A decision point indicates a sequence in the process at which the end user chooses an option, i.e., a "yes-no", or "true-false" response, and then branches to different parts of the flowchart.
Arrows and connecting lines diagram the logical progression through the course, subject to the choices made at decision or action points within the process.
The input/action symbol represents a user response that directs the course flow from that point onwards, i.e., an online test, or questionnaire form.
Represents the choice made by the user from mutually exclusive options, e.g., a student choosing among different lesson plans.
Conditional selector is similar to the conditional branch except that the user has the option to choose from a number of paths that will fulfill the requested conditions, e.g., the results of a search engine request.
Pages that share one or more common aspects, and are functionally identical may be simplified as a rounded corner rectangle, such as an on-line test or feedback form.
Annotations provide helpful comments or explanations, e.g. denoting the location where an undeveloped new page/process will fit into the navigational flow structure, or notes for specific team members for further development.
Flow references and flow areas are symbols for reusable sequences, such as logging in with a specific user id and password to enter the course or to initiate an on-line quiz. The flow reference symbol acts as a placeholder for the flow area sequence in the chart in every situation in which it is repeated.
Flow area is used as a flow area, it documents sections that share similar components/repeated steps within that flow, and requires the use of the following two symbols: entry and exit points.
Exit point concludes the subroutine, such as when the proper user id and password are verified, and documents where the user re-enters the master flowchart.
Entry point documents the place within the master flowchart where the process deviates into a subroutine.
Reference is used as a connecting point when the flowchart necessitates using more than one page, or refers to a complicated subroutine that would be impossible to contain on the main flowchart page.
On-page reference Indicates that the next or previous step is somewhere else on the flowchart. It is particularly useful for large flowcharts.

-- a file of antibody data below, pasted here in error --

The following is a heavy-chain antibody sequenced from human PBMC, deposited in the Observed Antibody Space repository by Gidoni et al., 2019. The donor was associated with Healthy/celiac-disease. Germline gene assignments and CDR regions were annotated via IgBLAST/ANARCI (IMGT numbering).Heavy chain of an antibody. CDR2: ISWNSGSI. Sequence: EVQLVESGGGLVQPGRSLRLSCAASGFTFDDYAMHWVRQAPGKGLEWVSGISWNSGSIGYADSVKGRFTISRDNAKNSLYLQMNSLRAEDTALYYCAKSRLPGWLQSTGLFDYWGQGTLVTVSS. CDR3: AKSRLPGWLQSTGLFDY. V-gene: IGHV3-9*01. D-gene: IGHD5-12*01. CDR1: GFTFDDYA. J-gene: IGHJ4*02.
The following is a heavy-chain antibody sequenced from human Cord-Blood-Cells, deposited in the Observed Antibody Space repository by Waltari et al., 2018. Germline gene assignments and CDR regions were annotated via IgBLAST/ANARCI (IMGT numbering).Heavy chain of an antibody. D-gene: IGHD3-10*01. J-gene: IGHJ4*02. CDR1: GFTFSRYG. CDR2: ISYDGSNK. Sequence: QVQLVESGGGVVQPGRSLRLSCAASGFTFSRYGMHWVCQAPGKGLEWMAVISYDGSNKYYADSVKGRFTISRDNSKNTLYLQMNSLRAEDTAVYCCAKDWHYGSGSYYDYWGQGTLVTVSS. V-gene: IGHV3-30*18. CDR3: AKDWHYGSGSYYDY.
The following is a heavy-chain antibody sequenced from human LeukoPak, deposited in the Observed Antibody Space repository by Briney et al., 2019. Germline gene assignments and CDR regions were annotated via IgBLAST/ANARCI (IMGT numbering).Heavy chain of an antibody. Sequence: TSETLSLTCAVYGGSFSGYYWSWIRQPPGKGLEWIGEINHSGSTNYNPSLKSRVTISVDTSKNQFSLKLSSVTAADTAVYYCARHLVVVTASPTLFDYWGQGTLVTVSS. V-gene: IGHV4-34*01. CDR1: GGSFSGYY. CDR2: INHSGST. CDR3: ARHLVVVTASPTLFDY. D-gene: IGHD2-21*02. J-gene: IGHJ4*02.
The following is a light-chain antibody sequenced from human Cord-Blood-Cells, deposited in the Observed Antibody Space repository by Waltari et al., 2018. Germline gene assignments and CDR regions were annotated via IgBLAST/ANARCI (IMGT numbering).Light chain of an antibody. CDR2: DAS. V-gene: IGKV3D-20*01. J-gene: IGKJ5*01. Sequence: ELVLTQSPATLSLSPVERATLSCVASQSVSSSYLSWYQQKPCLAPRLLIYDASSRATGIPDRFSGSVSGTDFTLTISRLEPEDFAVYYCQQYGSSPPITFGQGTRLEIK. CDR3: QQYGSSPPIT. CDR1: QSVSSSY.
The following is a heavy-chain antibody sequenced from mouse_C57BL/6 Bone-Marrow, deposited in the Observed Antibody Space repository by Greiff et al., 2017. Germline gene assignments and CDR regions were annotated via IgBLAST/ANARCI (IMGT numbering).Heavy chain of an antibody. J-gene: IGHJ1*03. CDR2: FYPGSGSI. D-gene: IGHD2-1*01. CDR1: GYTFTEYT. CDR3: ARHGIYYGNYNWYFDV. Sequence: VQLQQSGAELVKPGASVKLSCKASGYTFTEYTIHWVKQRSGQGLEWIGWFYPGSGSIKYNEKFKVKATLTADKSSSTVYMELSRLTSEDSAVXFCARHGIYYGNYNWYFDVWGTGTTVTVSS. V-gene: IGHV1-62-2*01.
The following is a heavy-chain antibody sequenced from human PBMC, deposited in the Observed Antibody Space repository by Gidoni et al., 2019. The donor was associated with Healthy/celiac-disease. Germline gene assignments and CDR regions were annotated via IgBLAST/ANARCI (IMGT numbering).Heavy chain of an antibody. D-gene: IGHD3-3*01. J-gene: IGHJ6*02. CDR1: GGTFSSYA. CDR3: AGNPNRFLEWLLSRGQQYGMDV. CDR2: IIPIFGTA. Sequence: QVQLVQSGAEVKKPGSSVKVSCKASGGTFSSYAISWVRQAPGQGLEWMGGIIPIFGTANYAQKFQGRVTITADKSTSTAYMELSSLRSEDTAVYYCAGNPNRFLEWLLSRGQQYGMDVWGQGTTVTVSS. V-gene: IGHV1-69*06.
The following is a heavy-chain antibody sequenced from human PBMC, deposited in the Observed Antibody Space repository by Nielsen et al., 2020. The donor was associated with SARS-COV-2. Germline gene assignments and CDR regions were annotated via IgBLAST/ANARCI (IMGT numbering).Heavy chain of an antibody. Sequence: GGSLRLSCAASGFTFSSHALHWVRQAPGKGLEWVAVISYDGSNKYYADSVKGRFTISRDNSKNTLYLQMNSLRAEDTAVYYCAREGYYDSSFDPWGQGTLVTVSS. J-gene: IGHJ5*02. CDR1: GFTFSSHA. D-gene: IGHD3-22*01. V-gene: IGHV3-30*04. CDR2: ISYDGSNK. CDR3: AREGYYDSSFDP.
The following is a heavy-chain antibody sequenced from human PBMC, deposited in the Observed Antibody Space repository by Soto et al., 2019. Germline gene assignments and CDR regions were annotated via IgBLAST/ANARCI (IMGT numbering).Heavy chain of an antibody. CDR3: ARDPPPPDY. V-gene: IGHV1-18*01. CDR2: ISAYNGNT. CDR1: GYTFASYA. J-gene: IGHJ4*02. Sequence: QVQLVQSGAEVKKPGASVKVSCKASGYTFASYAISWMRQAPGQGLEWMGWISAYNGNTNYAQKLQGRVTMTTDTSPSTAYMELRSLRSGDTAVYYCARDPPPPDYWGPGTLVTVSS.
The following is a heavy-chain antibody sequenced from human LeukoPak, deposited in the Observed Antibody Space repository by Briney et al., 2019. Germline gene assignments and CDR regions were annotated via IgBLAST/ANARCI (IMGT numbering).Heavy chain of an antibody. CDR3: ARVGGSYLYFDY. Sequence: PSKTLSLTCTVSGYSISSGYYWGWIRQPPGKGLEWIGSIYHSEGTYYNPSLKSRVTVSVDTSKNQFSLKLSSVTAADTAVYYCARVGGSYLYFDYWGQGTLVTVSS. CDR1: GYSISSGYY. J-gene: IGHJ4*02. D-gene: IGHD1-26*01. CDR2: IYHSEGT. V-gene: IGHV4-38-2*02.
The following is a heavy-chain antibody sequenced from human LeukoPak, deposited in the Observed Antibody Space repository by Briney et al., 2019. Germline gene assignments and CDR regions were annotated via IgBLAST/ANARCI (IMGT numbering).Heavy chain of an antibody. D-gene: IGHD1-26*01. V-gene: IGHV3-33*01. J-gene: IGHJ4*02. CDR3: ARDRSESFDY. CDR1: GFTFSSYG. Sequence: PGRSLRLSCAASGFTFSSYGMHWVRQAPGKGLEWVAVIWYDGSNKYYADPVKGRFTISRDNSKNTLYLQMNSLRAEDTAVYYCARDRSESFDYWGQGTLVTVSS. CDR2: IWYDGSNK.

Off-page reference Use the a set of hyperlinks between two pages of a flowchart or between a sub-process shape and a separate flowchart page that shows the steps in that sub-process.
Flowchart Shapes The designers can click this multi-shape to set to any of the following shapes: Data, Document, Decision, or Process. Any text you type onto the shape, or information you add to its Shape Data, remains with the shape.
Document Represents a step that results in a document.
There is no one right way to develop a flowchart, but the following guide-lines provide a general structure to follow, whether it's of the overall course navigational process, or at the hand-off phase to the various team members to develop more detailed treatment.
A well-developed functional flowchart created in the design phase can save hours of wasted manpower time by ensuring the structure, sequencing and branching decision points in a computer based instructional program, support the course goals and objectives before development.
Whether you are the sole creator wearing many hats,
or one of many on the development team, sharing a common visual language
will guide the project through its many iterations and development phases
throughout the instructional design process. With large pre-drawn examples and more than 5000 symbols, drawing couldn't be easier!
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With large pre-drawn examples and more than 5000 symbols, drawing couldn't be easier!